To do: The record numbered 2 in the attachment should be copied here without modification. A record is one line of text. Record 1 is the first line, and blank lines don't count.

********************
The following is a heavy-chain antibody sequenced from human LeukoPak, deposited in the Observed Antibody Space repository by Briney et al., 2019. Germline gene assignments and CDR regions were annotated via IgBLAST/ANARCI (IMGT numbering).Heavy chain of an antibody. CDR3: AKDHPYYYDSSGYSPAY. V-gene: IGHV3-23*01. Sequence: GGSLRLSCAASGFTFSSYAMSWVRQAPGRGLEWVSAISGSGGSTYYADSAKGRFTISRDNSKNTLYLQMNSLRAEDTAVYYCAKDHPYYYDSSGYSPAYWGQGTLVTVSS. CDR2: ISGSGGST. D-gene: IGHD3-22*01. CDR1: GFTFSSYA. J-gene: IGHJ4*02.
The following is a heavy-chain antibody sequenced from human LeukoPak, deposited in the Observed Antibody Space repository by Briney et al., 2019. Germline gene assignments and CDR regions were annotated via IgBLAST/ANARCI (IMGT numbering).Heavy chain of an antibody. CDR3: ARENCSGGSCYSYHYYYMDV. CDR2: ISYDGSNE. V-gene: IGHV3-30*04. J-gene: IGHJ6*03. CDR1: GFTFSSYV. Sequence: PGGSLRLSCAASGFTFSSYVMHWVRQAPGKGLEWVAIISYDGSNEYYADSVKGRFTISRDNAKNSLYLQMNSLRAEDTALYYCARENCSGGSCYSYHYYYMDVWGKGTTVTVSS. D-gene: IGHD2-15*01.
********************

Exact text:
The following is a heavy-chain antibody sequenced from human LeukoPak, deposited in the Observed Antibody Space repository by Briney et al., 2019. Germline gene assignments and CDR regions were annotated via IgBLAST/ANARCI (IMGT numbering).Heavy chain of an antibody. CDR3: ARENCSGGSCYSYHYYYMDV. CDR2: ISYDGSNE. V-gene: IGHV3-30*04. J-gene: IGHJ6*03. CDR1: GFTFSSYV. Sequence: PGGSLRLSCAASGFTFSSYVMHWVRQAPGKGLEWVAIISYDGSNEYYADSVKGRFTISRDNAKNSLYLQMNSLRAEDTALYYCARENCSGGSCYSYHYYYMDVWGKGTTVTVSS. D-gene: IGHD2-15*01.